Monday, December 16, 2013

Poor Robby

Princeton professor Robert George gives an interview in the National Review celebrating the "anniversary" of his book, What is Marriage? George is the co-founder of National Organization for Marriage and the Witherspoon Institute. This book was part of a coordinated strategy to influence the Supreme Court last summer. In conjunction with the book, Witherspoon financed the thoroughly discredited study by Mark Regnerus that purports to prove, according to National Organization for Marriage, that gay couples are terrible parents. In addition to the book, co-authors Ryan T. Anderson and Sherif Girgis gave innumerable interviews and penned innumerable polemics about the evils of gay marriage.

The book was cited by Justice Alito in his dissenting opinion in United States v. Windsor. However, that was the wrong justice:

National Review:
How do you feel the article and book have influenced the national debate about gay marriage? 
I wish I could say that it shaped the opinion for the majority in the Windsor decision (which invalidated a section of the federal Defense of Marriage Act). It didn’t. In fact, Justice Anthony Kennedy’s opinion for the majority failed to address our arguments at all. Kennedy simply assumed the validity of something like the revisionist view of marriage, without defending it or addressing the criticisms that we and others have made of it.
No. Justice Kennedy was more interested in due process and equal protection than the religious theory that was contrived for legal purposes stating that the purpose for marriage is to crank out children. Kennedy wrote:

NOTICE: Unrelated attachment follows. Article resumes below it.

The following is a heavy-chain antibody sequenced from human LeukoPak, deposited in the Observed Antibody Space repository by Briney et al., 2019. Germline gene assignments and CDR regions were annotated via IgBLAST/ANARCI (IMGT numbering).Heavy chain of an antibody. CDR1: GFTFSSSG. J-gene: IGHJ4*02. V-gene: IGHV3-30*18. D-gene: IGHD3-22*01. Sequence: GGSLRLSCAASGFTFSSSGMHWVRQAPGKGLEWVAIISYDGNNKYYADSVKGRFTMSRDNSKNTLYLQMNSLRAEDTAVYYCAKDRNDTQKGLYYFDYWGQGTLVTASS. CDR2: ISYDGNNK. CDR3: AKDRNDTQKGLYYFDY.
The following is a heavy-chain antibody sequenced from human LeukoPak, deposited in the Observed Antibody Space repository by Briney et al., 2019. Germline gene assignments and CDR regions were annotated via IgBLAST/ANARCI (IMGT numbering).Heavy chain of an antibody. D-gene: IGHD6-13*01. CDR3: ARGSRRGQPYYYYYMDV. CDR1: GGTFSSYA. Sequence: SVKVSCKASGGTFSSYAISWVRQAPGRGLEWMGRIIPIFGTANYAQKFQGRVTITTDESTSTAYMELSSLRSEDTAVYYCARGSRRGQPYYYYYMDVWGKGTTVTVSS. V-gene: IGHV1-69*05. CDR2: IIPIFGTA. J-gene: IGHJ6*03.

By seeking to injure the very class New York seeks to protect, DOMA violates basic due process and equal protection principles applicable to the Federal Government. The Constitution’s guarantee of equality “must at the very least mean that a bare congressional desire to harm a politically unpopular group cannot” justify disparate treatment of that group. Department of Agriculture v. Moreno, 413 U. S. 528–535. DOMA cannot survive under these principles. Its unusual deviation from the tradition of recognizing and accepting state definitions of marriage operates to deprive same-sex couples of the benefits and responsibilities that come with federal recognition of their marriages. This is strong evidence of a law having the purpose and effect of disapproval of a class recognized and protected by state law. DOMA’s avowed purpose and practical effect are to impose a disadvantage, a separate status, and so a stigma upon all who enter into same-sex marriages made lawful by the unquestioned authority of the States.
George is befuddled that Kennedy wasn't baffled by their bullshit. Their simple equation;

Marriage = Procreation
Gays cannot procreate
ergo gays cannot marry

falls apart when subjected to the simplest of questions like; "So then we should deny marriage to senior citizens?" This all makes Robby George very sad. Sniff, sniff.
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